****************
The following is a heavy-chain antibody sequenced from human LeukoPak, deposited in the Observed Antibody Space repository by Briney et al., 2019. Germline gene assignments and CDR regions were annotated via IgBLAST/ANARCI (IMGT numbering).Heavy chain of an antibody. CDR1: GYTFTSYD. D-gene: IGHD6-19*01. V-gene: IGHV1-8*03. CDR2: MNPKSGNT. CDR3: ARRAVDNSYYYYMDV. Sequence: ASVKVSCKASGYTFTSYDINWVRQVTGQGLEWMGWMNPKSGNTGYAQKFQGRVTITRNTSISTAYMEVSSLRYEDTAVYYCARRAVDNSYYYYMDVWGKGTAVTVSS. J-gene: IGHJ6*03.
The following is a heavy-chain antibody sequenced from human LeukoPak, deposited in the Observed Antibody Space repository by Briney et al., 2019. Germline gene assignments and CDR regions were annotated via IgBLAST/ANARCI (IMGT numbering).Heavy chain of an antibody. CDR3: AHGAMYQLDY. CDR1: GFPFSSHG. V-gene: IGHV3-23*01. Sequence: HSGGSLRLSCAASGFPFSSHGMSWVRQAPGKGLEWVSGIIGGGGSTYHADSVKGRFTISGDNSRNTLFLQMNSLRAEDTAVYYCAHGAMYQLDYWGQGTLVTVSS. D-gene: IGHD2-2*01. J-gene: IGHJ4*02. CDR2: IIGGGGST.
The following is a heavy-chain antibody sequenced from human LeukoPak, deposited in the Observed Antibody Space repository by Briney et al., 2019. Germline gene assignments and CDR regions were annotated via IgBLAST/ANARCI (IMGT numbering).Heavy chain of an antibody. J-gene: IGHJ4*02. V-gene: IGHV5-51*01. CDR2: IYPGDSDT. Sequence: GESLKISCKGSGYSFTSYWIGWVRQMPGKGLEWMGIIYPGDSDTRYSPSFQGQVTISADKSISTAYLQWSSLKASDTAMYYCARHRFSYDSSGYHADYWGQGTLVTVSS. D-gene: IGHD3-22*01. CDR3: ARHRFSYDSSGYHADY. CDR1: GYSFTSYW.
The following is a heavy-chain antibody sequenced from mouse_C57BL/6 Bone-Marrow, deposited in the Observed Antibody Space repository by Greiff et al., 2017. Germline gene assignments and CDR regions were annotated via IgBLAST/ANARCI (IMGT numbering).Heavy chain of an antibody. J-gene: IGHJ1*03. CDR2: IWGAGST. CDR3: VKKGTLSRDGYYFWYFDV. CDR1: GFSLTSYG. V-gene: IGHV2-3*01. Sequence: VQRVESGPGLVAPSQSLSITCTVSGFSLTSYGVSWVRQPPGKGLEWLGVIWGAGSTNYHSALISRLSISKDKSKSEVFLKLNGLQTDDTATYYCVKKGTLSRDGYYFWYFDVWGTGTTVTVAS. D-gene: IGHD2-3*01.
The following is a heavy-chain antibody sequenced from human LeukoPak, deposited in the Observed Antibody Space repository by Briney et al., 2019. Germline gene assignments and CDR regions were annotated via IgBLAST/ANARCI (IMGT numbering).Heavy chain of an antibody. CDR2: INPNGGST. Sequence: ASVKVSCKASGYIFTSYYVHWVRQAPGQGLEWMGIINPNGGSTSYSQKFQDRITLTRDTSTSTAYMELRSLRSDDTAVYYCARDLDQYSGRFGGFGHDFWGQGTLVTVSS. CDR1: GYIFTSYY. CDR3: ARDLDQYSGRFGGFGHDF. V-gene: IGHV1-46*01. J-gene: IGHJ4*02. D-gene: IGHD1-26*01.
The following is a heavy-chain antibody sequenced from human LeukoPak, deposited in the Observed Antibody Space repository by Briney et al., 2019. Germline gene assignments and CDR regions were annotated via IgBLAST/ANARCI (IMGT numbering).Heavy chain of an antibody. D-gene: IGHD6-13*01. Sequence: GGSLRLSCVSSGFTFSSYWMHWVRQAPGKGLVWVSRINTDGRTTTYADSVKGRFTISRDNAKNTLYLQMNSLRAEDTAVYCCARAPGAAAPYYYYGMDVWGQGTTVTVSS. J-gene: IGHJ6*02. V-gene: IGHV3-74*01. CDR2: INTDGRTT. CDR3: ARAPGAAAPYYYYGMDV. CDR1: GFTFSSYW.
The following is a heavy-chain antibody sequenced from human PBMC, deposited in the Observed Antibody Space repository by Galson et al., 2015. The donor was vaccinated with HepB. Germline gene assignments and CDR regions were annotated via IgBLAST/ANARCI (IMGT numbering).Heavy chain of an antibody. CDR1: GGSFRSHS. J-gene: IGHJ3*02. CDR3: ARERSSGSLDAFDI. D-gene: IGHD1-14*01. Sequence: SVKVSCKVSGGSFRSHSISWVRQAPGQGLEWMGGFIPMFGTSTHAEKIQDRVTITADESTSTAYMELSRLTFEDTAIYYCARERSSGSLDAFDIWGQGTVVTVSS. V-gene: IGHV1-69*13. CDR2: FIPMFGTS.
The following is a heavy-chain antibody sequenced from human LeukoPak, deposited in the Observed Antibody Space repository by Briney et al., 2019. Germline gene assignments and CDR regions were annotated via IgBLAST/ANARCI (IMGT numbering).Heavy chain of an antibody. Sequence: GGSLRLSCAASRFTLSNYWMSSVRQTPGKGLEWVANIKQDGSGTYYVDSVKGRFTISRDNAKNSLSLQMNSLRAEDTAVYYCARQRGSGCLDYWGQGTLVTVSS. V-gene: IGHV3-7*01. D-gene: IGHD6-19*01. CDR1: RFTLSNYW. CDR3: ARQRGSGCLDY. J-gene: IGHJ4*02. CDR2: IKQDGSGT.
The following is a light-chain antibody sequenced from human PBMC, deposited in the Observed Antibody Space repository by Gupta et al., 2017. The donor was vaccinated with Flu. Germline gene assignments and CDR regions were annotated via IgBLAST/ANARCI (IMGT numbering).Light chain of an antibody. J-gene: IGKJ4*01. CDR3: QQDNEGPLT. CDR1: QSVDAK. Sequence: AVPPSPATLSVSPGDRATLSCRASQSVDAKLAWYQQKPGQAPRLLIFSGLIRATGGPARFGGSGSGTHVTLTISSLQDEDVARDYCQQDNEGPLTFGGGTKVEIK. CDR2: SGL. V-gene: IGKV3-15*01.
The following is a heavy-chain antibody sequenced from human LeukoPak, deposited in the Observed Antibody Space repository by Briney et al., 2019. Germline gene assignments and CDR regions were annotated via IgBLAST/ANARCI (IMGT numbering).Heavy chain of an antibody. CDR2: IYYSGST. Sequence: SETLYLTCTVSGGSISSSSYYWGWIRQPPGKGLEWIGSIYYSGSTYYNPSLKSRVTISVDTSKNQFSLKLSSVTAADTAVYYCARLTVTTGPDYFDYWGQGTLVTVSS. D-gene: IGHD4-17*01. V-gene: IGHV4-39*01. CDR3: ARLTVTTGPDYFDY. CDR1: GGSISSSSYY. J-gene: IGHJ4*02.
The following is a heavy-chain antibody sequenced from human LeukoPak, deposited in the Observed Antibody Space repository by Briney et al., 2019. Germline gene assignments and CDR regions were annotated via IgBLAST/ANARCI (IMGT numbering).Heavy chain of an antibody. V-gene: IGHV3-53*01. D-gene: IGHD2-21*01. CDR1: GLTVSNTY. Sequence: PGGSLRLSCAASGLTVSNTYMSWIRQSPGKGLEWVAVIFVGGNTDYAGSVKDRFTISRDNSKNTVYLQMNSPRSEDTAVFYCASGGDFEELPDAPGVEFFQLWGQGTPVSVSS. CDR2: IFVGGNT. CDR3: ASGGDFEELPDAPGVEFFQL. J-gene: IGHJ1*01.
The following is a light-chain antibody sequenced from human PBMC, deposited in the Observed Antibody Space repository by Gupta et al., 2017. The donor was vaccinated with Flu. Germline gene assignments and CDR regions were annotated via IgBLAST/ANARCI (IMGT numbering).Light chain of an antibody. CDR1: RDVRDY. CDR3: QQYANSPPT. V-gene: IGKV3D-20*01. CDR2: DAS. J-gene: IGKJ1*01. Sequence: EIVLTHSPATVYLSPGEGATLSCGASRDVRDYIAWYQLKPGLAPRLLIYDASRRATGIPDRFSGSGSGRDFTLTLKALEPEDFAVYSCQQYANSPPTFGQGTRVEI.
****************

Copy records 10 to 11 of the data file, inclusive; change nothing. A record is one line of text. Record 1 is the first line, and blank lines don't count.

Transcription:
The following is a heavy-chain antibody sequenced from human LeukoPak, deposited in the Observed Antibody Space repository by Briney et al., 2019. Germline gene assignments and CDR regions were annotated via IgBLAST/ANARCI (IMGT numbering).Heavy chain of an antibody. CDR2: IYYSGST. Sequence: SETLYLTCTVSGGSISSSSYYWGWIRQPPGKGLEWIGSIYYSGSTYYNPSLKSRVTISVDTSKNQFSLKLSSVTAADTAVYYCARLTVTTGPDYFDYWGQGTLVTVSS. D-gene: IGHD4-17*01. V-gene: IGHV4-39*01. CDR3: ARLTVTTGPDYFDY. CDR1: GGSISSSSYY. J-gene: IGHJ4*02.
The following is a heavy-chain antibody sequenced from human LeukoPak, deposited in the Observed Antibody Space repository by Briney et al., 2019. Germline gene assignments and CDR regions were annotated via IgBLAST/ANARCI (IMGT numbering).Heavy chain of an antibody. V-gene: IGHV3-53*01. D-gene: IGHD2-21*01. CDR1: GLTVSNTY. Sequence: PGGSLRLSCAASGLTVSNTYMSWIRQSPGKGLEWVAVIFVGGNTDYAGSVKDRFTISRDNSKNTVYLQMNSPRSEDTAVFYCASGGDFEELPDAPGVEFFQLWGQGTPVSVSS. CDR2: IFVGGNT. CDR3: ASGGDFEELPDAPGVEFFQL. J-gene: IGHJ1*01.